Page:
Far be it for a conservative to feel sorry for a mass transit agency. Still, anyone with a heart who takes a look at the state of the Piedmont Authority for Regional Transportation has to feel a little sympathy.
PART is facing a funding crisis of epic proportions. As a result, its future is far from certain. At the very least, routes could be reduced greatly; at the very worst, the agency could shut down.
“Shut it down and let them react,” PART board member and Greensboro City Councilman Robbie Perkins said during the board’s June meeting. “The only way to get their attention is to hit them over the head.”
Perkins is referring to local leaders of PART’s membership counties, who so far are reluctant to appropriate more funding, mostly in response to constituents, who believe they’re taxed enough already. Another tax to support a service that benefits a small portion of the population would be the last straw.
Relating that sentiment, Surry County Commissioner Paul Johnson said at the May board meeting that he’d “never taken a beating like I’ve taken in the last three weeks over this issue.”
A major chunk of PART’s funding comes from a tax on rental cars, but revenue from the tax has decreased almost $900,000 from fiscal year 2010, and is expected to decrease another $800,000 for fiscal year 2012.
Only Randolph County provides additional revenue, with a $1.00 fee on automobile registrations.
PART executive director Brent McKinney pitched a $3.00, systemwide registration fee to help raise funds, but that idea fell flat among local governments. A $1 fee also fell flat, and direct contributions from counties during a tough budget appear to be out of the question.
“The problem is we don’t have buy-in from local bodies,” Perkins said. “I haven’t heard anything but ‘no.’”
PART serves 10 counties in the Triad area, the majority of which are rural counties such as Yadkin and Surry.
Revenues from the fare box increased slightly from $610,000 in 2010 to $630,000 in 2011. Ridership fluctuates with gas prices, but increased only slightly in 2010 after a flat 2009.
While a few routes, notably from Winston-Salem to Boone — which attracts students attending Appalachian State University — are popular, one of the strongest criticisms of PART from comments in local newspapers and blogs is commenters constantly see empty buses running down the road.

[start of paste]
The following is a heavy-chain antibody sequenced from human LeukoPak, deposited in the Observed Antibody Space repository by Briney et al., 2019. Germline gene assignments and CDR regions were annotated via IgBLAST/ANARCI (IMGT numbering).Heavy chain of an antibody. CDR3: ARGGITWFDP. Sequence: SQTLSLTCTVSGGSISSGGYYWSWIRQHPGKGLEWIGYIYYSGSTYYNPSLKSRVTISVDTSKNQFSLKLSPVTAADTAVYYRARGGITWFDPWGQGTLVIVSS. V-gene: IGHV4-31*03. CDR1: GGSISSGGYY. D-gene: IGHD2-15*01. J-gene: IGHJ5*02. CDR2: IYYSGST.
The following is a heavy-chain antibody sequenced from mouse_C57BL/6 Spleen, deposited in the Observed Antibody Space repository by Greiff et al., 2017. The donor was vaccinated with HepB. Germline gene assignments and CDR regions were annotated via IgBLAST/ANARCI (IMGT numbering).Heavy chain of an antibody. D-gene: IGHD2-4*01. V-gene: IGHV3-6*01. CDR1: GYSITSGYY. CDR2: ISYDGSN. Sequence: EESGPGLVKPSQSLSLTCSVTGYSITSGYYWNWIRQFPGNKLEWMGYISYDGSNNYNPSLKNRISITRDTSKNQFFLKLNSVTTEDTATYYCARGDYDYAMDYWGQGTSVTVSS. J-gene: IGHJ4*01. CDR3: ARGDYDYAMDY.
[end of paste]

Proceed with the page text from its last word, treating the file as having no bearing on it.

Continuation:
“There are empty PART buses and empty PART parking lots. I live close to a destination for PART, and I have seen buses come into the designated area and no one gets on and no one gets off. The bus sits there as if people are going to materialize,” Greensboro resident Bob Ayers wrote in a recent letter to the editor in the News& Record.
Board member Gloria Whisenhunt, who also serves on the Forsyth County Board of Commissioners, acknowledged that empty buses, combined with PART’s requests for increased funding, only hurt the authority’s image.
“Until my board sees that PART is cutting, I don’t know if there’s anything we can do change our image,” Whisenhunt said.
Indeed, PART has cut some routes and restructured others, and more cuts may be on the way depending on the funding situation.
At the June meeting, PART members also voted to raises per-trip fares from $2.00 to $2.40, and monthly passes from $60 to $74.50.
While that extra revenue might be a start, it never would be enough to make PART self-sustaining. Adding insult to injury, PART — which receives federal funding — cannot raise fares more than 25 percent without conducting a study to ensure that a hike will not violate riders’ civil rights under federal law.
Despite efforts to show that it is streamlining operations, board members still will have a tough time enhancing PART’s image.
Board member and High Point Mayor Becky Smothers’ concern about the cost of running ads in local media perfectly illustrates the position in which PART finds itself. Advertising is an expensive, yet necessary expense to attract more riders and increase revenue. And without the added revenue, PART possibly would no longer exist.
“Within a very short period of time, we’re going to run out of money,” Smothers said. “Something’s got to change.”
Sam A. Hieb is a contributor to Carolina Journal.